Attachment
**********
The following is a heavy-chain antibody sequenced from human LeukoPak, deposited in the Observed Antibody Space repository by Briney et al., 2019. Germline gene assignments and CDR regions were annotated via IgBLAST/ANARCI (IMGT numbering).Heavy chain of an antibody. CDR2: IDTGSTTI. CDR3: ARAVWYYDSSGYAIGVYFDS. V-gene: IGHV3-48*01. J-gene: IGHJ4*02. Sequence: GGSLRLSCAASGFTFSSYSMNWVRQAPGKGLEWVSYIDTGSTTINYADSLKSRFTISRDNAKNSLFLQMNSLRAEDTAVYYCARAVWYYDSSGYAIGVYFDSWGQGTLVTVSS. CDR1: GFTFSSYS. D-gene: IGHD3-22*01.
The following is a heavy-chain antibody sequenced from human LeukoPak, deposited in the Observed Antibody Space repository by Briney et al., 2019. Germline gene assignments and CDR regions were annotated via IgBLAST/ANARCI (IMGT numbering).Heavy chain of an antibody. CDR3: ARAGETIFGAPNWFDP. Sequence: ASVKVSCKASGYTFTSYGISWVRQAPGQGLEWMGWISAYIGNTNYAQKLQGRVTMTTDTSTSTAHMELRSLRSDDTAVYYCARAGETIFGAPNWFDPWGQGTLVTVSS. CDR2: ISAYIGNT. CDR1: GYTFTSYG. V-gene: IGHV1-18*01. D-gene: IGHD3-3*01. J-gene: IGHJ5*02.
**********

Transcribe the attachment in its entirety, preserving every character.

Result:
The following is a heavy-chain antibody sequenced from human LeukoPak, deposited in the Observed Antibody Space repository by Briney et al., 2019. Germline gene assignments and CDR regions were annotated via IgBLAST/ANARCI (IMGT numbering).Heavy chain of an antibody. CDR2: IDTGSTTI. CDR3: ARAVWYYDSSGYAIGVYFDS. V-gene: IGHV3-48*01. J-gene: IGHJ4*02. Sequence: GGSLRLSCAASGFTFSSYSMNWVRQAPGKGLEWVSYIDTGSTTINYADSLKSRFTISRDNAKNSLFLQMNSLRAEDTAVYYCARAVWYYDSSGYAIGVYFDSWGQGTLVTVSS. CDR1: GFTFSSYS. D-gene: IGHD3-22*01.
The following is a heavy-chain antibody sequenced from human LeukoPak, deposited in the Observed Antibody Space repository by Briney et al., 2019. Germline gene assignments and CDR regions were annotated via IgBLAST/ANARCI (IMGT numbering).Heavy chain of an antibody. CDR3: ARAGETIFGAPNWFDP. Sequence: ASVKVSCKASGYTFTSYGISWVRQAPGQGLEWMGWISAYIGNTNYAQKLQGRVTMTTDTSTSTAHMELRSLRSDDTAVYYCARAGETIFGAPNWFDPWGQGTLVTVSS. CDR2: ISAYIGNT. CDR1: GYTFTSYG. V-gene: IGHV1-18*01. D-gene: IGHD3-3*01. J-gene: IGHJ5*02.